I want to take just a minute to brag.
In 2019, I started looking into the Zero Waste movement. After some reading and research, I despaired of ever reaching the “only a canning jar of trash a year” level, but I also decided to make an effort to reduce the amount of trash our family sends to the landfill. Though I don’t agree with her about everything, Bea Johnson’s book, Zero Waste Home, was invaluable to this project.
For New Year’s 2020, I resolved to get our family trash output down to one five-gallon bucket a week. The looks on the faces of the folks at the New Year’s Eve party at which I announced this goal were not encouraging. Such a thought had clearly never crossed some of their minds, and the logic behind such a goal was inconceivable.
Still, I made an attempt. Between refusing to bring home things we didn’t need, shopping to avoid packaging, recycling, and composting, we got down to buckets a week. Nothing to sneeze at.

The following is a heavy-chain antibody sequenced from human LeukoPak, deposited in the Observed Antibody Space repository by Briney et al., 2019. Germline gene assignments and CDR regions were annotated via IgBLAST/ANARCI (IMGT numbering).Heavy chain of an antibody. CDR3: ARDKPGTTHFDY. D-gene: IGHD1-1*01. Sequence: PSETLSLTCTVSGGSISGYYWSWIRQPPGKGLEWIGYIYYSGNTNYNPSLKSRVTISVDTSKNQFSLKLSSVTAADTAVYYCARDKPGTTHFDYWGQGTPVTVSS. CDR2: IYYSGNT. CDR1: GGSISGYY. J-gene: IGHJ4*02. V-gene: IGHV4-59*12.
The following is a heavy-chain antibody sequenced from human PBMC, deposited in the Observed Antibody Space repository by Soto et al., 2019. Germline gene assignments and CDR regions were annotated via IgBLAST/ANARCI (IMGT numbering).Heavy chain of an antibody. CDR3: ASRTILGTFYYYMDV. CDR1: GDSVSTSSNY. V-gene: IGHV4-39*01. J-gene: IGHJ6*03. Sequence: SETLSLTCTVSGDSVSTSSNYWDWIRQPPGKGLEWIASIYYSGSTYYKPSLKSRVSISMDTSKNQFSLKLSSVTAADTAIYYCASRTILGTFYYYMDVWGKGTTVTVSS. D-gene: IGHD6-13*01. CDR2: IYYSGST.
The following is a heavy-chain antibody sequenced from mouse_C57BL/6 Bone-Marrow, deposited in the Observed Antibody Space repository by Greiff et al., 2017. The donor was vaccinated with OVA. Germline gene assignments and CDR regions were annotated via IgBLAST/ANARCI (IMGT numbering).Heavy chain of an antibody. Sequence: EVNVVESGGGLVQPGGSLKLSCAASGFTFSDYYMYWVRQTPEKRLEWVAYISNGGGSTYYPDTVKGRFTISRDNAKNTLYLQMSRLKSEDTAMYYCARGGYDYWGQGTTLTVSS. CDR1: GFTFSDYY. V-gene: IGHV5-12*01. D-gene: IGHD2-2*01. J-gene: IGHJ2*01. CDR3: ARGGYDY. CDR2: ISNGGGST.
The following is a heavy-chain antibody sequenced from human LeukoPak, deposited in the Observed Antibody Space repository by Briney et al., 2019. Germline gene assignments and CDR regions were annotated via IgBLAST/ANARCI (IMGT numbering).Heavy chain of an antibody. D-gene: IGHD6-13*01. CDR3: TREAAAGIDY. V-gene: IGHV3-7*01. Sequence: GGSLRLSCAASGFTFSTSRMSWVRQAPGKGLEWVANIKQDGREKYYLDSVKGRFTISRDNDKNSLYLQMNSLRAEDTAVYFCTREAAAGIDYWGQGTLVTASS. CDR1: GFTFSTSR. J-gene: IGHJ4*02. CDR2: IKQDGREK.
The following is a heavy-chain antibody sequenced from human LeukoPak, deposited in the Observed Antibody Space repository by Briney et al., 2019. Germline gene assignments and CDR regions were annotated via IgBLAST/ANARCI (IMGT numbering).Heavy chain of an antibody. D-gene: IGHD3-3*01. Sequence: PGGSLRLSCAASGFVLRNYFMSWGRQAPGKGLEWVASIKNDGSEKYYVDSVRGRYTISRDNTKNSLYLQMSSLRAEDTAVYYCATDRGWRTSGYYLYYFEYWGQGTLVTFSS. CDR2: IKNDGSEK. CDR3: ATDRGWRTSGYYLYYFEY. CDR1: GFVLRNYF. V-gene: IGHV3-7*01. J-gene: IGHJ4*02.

Then COVID hit, and suddenly everything had to be sterile, which meant so much more plastic and packaging. And of course it meant so many disposable masks. It also set me back in a zero-waste area where I had been making progress: plastic grocery bags.
I had been doing a reasonably good job of remembering my reusable shopping bags, but suddenly they weren’t allowed. I was going to get plastic, like it or not. (Why I never thought to ask for paper instead I just don’t know.) And the plastic bags can be useful – I put them in small trash cans, use them to send the gobs of satsumas from our tree to friends, and they accompany the dog on all his walks. Still, I didn’t need nearly so many.
Three years later, a milestone. Reusable bags have been allowed back in our grocery stores for some time now, and this New Year’s, I’m proud to say that we ran out of plastic grocery bags at our house. I actually took some from my mom so that we’d have a stash for the bathroom trashcan.
It’s a small victory; it’s not nearly enough, of course. But it’s also a reminder that we can change our lifestyles for the better. It might take a while, and there will likely be set-backs. But when I think of all the plastic bags that aren’t blowing down the side of the highway and floating in the Vermillion and riding off to a recycling facility (where they may or may not actually be recycled), it feels like I accomplished something.